5 ways to piss off a director | StageMilk
5 ways to piss off a director

5 ways to piss off a director

Written by on | Acting Tips

Directors – they have been kind enough and perceptive enough to give you a gig, best decision of their lives right? Well, maybe and maybe not. There are definitely some behaviours from actors that can make directors wish they had taken up neuroscience, accounting or even sewage maintenance instead of dealing with some actors! In any event, these are five big red flags that will make any director upset, if you do all of these I can guarantee you will never work in this town again.

You don’t know your lines

Nothing is going to piss off a director more than an actor who doesn’t know their lines. Sometimes you can learn something extremely well (you think) then turn up on set and it all disappears from your brain. Missing one or two is no big deal (generally) but let’s be real, as an actor it is your job to learn your lines. If you cannot speak the script you cannot do any acting. It is the foundation of all of the rest of your work.

The trick here is to learn your lines so well that even when you are under stress, on set in front of 70 odd people who are all waiting on you to say what the script says, that the words still come out of your face. An actor who repeatedly fails to say what they are supposed to is on a one-way street to seriously pissing off their director.

You can’t take direction

This might seem obvious, but taking direction can be one of the hardest parts of the job of an actor. Sometimes you feel like you really took an idea on, but when you see it back in the monitors it looks exactly the same as the previous take. Again a lot of the issues here come out of the stress response of the actor. A persons ability to take on complex ideas dramatically reduces when they are under stress. But just as learning lines is the foundation for an actors work, taking direction is the bricks and mortar. The director has a vision they are trying to carry out and it is the actors’ job to facilitate that. If an actor is unwilling or incapable of taking on direction they are not going to have a career for long.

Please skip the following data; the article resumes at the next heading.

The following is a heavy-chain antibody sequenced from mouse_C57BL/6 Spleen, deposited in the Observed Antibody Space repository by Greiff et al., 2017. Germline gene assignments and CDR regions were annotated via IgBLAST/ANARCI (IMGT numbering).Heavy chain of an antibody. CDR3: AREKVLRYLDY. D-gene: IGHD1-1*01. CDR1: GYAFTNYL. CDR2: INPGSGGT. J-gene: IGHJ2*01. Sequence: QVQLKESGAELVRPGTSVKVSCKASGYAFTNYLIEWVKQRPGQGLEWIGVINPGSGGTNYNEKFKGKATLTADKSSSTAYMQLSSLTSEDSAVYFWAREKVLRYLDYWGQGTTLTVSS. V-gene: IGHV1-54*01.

That all being said, not all directors are created equal on this front. I was on an advertisement recently where the direction I received was “Can you pull this face?” followed by the director making a specific facial expression at me. My response of “Sure…. Why?” did not go down well. Point of my story, communication is a two-way street. If you do not understand a direction, seek clarification. On bigger projects, other actors on set or assistant directors who may be able to clarify things for you. As long as you are doing everything you can to take on their ideas you’re on the right track.

Not sticking to your role (on set)

Okay. Unless you are a legitimately the director on the project, don’t direct other actors. Just don’t do it. Just like you wouldn’t step up to the lighting guys and tell them where to point the lights, or change a lens for the DOP, leave the directing to the director, the producing to the producer and the set design to the set designer. If the other actors are open to talking about the scene, analysing the text, and working collaboratively – that’s great! Go for it. But no one likes being told how to do their job, so just let the other departments do theirs, that’s what they’ve been hired to do.